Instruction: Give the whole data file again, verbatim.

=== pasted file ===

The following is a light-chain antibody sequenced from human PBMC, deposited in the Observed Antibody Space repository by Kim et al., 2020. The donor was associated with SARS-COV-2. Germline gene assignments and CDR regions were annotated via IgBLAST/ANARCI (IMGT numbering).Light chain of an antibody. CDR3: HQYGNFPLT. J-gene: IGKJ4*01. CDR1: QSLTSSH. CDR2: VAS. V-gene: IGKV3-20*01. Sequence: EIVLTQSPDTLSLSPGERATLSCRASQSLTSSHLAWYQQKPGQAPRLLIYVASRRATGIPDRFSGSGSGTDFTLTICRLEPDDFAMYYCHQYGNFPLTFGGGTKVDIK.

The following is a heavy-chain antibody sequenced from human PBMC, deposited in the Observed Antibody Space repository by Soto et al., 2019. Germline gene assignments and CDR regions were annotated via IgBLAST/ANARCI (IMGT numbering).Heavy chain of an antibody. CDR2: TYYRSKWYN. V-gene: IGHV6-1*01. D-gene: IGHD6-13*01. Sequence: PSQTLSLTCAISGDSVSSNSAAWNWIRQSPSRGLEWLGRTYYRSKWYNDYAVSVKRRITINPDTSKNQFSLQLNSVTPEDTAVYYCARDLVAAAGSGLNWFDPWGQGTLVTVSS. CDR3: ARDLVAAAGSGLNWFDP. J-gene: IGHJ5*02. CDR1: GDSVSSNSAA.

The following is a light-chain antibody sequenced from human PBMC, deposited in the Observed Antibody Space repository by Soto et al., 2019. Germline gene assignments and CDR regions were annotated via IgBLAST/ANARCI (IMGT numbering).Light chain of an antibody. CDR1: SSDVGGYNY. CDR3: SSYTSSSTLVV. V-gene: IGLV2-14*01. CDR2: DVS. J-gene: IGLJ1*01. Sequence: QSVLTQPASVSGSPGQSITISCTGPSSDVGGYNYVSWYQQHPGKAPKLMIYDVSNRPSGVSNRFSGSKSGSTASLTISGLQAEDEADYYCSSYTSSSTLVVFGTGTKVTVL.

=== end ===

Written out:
The following is a light-chain antibody sequenced from human PBMC, deposited in the Observed Antibody Space repository by Kim et al., 2020. The donor was associated with SARS-COV-2. Germline gene assignments and CDR regions were annotated via IgBLAST/ANARCI (IMGT numbering).Light chain of an antibody. CDR3: HQYGNFPLT. J-gene: IGKJ4*01. CDR1: QSLTSSH. CDR2: VAS. V-gene: IGKV3-20*01. Sequence: EIVLTQSPDTLSLSPGERATLSCRASQSLTSSHLAWYQQKPGQAPRLLIYVASRRATGIPDRFSGSGSGTDFTLTICRLEPDDFAMYYCHQYGNFPLTFGGGTKVDIK.

The following is a heavy-chain antibody sequenced from human PBMC, deposited in the Observed Antibody Space repository by Soto et al., 2019. Germline gene assignments and CDR regions were annotated via IgBLAST/ANARCI (IMGT numbering).Heavy chain of an antibody. CDR2: TYYRSKWYN. V-gene: IGHV6-1*01. D-gene: IGHD6-13*01. Sequence: PSQTLSLTCAISGDSVSSNSAAWNWIRQSPSRGLEWLGRTYYRSKWYNDYAVSVKRRITINPDTSKNQFSLQLNSVTPEDTAVYYCARDLVAAAGSGLNWFDPWGQGTLVTVSS. CDR3: ARDLVAAAGSGLNWFDP. J-gene: IGHJ5*02. CDR1: GDSVSSNSAA.

The following is a light-chain antibody sequenced from human PBMC, deposited in the Observed Antibody Space repository by Soto et al., 2019. Germline gene assignments and CDR regions were annotated via IgBLAST/ANARCI (IMGT numbering).Light chain of an antibody. CDR1: SSDVGGYNY. CDR3: SSYTSSSTLVV. V-gene: IGLV2-14*01. CDR2: DVS. J-gene: IGLJ1*01. Sequence: QSVLTQPASVSGSPGQSITISCTGPSSDVGGYNYVSWYQQHPGKAPKLMIYDVSNRPSGVSNRFSGSKSGSTASLTISGLQAEDEADYYCSSYTSSSTLVVFGTGTKVTVL.